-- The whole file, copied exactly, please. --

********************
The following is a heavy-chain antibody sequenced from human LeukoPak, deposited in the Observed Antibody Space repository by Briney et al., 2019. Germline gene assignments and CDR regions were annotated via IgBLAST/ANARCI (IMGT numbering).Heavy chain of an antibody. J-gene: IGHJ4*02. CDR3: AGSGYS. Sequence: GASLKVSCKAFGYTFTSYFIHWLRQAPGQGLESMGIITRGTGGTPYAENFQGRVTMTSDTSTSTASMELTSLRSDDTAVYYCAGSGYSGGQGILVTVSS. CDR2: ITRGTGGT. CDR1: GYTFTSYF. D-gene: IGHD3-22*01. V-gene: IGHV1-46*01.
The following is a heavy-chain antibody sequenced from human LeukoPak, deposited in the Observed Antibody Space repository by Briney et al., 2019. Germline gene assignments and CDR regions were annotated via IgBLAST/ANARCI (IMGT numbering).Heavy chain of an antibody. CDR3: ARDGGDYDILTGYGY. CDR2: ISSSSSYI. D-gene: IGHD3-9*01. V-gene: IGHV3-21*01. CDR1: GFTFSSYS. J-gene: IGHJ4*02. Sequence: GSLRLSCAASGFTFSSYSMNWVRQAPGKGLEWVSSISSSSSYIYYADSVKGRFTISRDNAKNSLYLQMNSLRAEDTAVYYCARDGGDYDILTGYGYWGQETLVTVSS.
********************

The following is a heavy-chain antibody sequenced from human LeukoPak, deposited in the Observed Antibody Space repository by Briney et al., 2019. Germline gene assignments and CDR regions were annotated via IgBLAST/ANARCI (IMGT numbering).Heavy chain of an antibody. J-gene: IGHJ4*02. CDR3: AGSGYS. Sequence: GASLKVSCKAFGYTFTSYFIHWLRQAPGQGLESMGIITRGTGGTPYAENFQGRVTMTSDTSTSTASMELTSLRSDDTAVYYCAGSGYSGGQGILVTVSS. CDR2: ITRGTGGT. CDR1: GYTFTSYF. D-gene: IGHD3-22*01. V-gene: IGHV1-46*01.
The following is a heavy-chain antibody sequenced from human LeukoPak, deposited in the Observed Antibody Space repository by Briney et al., 2019. Germline gene assignments and CDR regions were annotated via IgBLAST/ANARCI (IMGT numbering).Heavy chain of an antibody. CDR3: ARDGGDYDILTGYGY. CDR2: ISSSSSYI. D-gene: IGHD3-9*01. V-gene: IGHV3-21*01. CDR1: GFTFSSYS. J-gene: IGHJ4*02. Sequence: GSLRLSCAASGFTFSSYSMNWVRQAPGKGLEWVSSISSSSSYIYYADSVKGRFTISRDNAKNSLYLQMNSLRAEDTAVYYCARDGGDYDILTGYGYWGQETLVTVSS.